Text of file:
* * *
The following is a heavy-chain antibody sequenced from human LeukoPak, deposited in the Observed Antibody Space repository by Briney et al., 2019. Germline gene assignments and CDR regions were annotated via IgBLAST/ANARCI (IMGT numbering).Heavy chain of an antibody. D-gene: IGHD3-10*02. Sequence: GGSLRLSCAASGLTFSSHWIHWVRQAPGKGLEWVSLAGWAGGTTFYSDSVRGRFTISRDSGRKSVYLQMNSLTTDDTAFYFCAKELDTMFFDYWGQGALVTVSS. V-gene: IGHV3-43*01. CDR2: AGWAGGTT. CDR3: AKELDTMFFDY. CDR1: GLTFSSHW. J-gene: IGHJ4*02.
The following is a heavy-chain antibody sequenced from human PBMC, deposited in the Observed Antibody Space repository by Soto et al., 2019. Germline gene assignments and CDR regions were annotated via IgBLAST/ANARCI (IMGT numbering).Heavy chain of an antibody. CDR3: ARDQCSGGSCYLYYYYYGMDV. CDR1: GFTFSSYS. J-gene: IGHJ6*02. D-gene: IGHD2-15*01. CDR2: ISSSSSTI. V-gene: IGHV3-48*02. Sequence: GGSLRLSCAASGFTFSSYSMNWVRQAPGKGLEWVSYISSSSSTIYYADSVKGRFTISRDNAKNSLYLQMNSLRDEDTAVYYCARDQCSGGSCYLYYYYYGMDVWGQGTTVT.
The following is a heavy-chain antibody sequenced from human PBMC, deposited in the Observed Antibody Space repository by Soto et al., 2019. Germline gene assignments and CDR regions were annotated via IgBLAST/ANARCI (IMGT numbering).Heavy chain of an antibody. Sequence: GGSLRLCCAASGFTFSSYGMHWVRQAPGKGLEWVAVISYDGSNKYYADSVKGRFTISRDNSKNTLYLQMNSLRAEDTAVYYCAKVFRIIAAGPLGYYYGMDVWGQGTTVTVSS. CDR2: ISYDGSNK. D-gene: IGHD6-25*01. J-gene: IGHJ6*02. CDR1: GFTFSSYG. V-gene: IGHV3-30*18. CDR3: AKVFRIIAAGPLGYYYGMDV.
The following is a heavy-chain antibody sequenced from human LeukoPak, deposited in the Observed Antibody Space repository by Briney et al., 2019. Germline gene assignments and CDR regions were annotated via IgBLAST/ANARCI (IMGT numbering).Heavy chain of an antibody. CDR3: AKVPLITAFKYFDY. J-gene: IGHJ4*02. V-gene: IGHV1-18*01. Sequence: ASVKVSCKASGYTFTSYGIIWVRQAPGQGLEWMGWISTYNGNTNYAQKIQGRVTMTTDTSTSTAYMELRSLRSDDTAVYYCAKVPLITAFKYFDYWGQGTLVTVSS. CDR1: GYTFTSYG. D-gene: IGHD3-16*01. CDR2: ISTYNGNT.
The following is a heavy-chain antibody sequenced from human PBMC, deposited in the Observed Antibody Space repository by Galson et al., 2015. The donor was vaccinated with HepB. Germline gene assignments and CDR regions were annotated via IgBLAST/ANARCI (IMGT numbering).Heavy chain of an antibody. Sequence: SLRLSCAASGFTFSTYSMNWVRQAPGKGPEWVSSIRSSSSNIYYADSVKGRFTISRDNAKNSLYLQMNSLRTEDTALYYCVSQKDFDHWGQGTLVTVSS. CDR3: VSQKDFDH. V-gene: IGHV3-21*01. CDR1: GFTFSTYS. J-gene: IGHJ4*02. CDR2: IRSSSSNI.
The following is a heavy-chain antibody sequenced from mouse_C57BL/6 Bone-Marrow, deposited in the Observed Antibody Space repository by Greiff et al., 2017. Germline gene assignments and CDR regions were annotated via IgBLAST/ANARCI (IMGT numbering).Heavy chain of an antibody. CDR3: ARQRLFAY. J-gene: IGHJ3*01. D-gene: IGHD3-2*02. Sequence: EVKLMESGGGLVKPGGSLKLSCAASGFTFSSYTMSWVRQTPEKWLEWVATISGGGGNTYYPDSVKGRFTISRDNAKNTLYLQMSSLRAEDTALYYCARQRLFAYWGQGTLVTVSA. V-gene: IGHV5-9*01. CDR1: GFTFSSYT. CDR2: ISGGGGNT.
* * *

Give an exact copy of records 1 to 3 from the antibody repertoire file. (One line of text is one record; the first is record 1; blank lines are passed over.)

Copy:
The following is a heavy-chain antibody sequenced from human LeukoPak, deposited in the Observed Antibody Space repository by Briney et al., 2019. Germline gene assignments and CDR regions were annotated via IgBLAST/ANARCI (IMGT numbering).Heavy chain of an antibody. D-gene: IGHD3-10*02. Sequence: GGSLRLSCAASGLTFSSHWIHWVRQAPGKGLEWVSLAGWAGGTTFYSDSVRGRFTISRDSGRKSVYLQMNSLTTDDTAFYFCAKELDTMFFDYWGQGALVTVSS. V-gene: IGHV3-43*01. CDR2: AGWAGGTT. CDR3: AKELDTMFFDY. CDR1: GLTFSSHW. J-gene: IGHJ4*02.
The following is a heavy-chain antibody sequenced from human PBMC, deposited in the Observed Antibody Space repository by Soto et al., 2019. Germline gene assignments and CDR regions were annotated via IgBLAST/ANARCI (IMGT numbering).Heavy chain of an antibody. CDR3: ARDQCSGGSCYLYYYYYGMDV. CDR1: GFTFSSYS. J-gene: IGHJ6*02. D-gene: IGHD2-15*01. CDR2: ISSSSSTI. V-gene: IGHV3-48*02. Sequence: GGSLRLSCAASGFTFSSYSMNWVRQAPGKGLEWVSYISSSSSTIYYADSVKGRFTISRDNAKNSLYLQMNSLRDEDTAVYYCARDQCSGGSCYLYYYYYGMDVWGQGTTVT.
The following is a heavy-chain antibody sequenced from human PBMC, deposited in the Observed Antibody Space repository by Soto et al., 2019. Germline gene assignments and CDR regions were annotated via IgBLAST/ANARCI (IMGT numbering).Heavy chain of an antibody. Sequence: GGSLRLCCAASGFTFSSYGMHWVRQAPGKGLEWVAVISYDGSNKYYADSVKGRFTISRDNSKNTLYLQMNSLRAEDTAVYYCAKVFRIIAAGPLGYYYGMDVWGQGTTVTVSS. CDR2: ISYDGSNK. D-gene: IGHD6-25*01. J-gene: IGHJ6*02. CDR1: GFTFSSYG. V-gene: IGHV3-30*18. CDR3: AKVFRIIAAGPLGYYYGMDV.